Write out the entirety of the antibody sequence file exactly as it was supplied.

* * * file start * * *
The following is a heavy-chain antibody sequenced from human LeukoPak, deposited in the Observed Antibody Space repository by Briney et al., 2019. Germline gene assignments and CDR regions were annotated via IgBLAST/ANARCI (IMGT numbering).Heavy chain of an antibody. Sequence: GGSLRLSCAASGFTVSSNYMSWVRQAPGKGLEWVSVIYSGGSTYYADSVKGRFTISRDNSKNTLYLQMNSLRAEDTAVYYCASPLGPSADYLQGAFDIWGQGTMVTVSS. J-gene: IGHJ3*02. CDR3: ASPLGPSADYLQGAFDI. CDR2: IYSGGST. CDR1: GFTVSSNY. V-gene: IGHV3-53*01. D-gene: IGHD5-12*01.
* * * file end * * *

The following is a heavy-chain antibody sequenced from human LeukoPak, deposited in the Observed Antibody Space repository by Briney et al., 2019. Germline gene assignments and CDR regions were annotated via IgBLAST/ANARCI (IMGT numbering).Heavy chain of an antibody. Sequence: GGSLRLSCAASGFTVSSNYMSWVRQAPGKGLEWVSVIYSGGSTYYADSVKGRFTISRDNSKNTLYLQMNSLRAEDTAVYYCASPLGPSADYLQGAFDIWGQGTMVTVSS. J-gene: IGHJ3*02. CDR3: ASPLGPSADYLQGAFDI. CDR2: IYSGGST. CDR1: GFTVSSNY. V-gene: IGHV3-53*01. D-gene: IGHD5-12*01.